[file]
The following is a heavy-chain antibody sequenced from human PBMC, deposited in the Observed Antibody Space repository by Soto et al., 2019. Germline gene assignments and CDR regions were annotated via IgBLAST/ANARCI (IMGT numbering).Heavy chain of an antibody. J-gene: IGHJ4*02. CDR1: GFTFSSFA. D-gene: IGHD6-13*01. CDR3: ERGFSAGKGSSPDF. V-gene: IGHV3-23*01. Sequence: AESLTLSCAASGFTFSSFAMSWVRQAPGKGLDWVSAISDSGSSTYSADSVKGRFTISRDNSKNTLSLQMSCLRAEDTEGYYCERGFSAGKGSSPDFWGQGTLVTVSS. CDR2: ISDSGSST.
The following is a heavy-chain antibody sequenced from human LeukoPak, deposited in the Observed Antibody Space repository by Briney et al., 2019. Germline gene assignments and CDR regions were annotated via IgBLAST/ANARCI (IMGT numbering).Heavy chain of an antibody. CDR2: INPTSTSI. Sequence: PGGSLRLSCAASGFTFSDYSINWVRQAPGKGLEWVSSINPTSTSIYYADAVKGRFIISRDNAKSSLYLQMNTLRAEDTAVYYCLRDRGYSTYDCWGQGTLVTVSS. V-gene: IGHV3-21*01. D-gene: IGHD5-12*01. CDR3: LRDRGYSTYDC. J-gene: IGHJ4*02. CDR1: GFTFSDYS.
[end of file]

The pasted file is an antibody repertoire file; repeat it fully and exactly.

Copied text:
The following is a heavy-chain antibody sequenced from human PBMC, deposited in the Observed Antibody Space repository by Soto et al., 2019. Germline gene assignments and CDR regions were annotated via IgBLAST/ANARCI (IMGT numbering).Heavy chain of an antibody. J-gene: IGHJ4*02. CDR1: GFTFSSFA. D-gene: IGHD6-13*01. CDR3: ERGFSAGKGSSPDF. V-gene: IGHV3-23*01. Sequence: AESLTLSCAASGFTFSSFAMSWVRQAPGKGLDWVSAISDSGSSTYSADSVKGRFTISRDNSKNTLSLQMSCLRAEDTEGYYCERGFSAGKGSSPDFWGQGTLVTVSS. CDR2: ISDSGSST.
The following is a heavy-chain antibody sequenced from human LeukoPak, deposited in the Observed Antibody Space repository by Briney et al., 2019. Germline gene assignments and CDR regions were annotated via IgBLAST/ANARCI (IMGT numbering).Heavy chain of an antibody. CDR2: INPTSTSI. Sequence: PGGSLRLSCAASGFTFSDYSINWVRQAPGKGLEWVSSINPTSTSIYYADAVKGRFIISRDNAKSSLYLQMNTLRAEDTAVYYCLRDRGYSTYDCWGQGTLVTVSS. V-gene: IGHV3-21*01. D-gene: IGHD5-12*01. CDR3: LRDRGYSTYDC. J-gene: IGHJ4*02. CDR1: GFTFSDYS.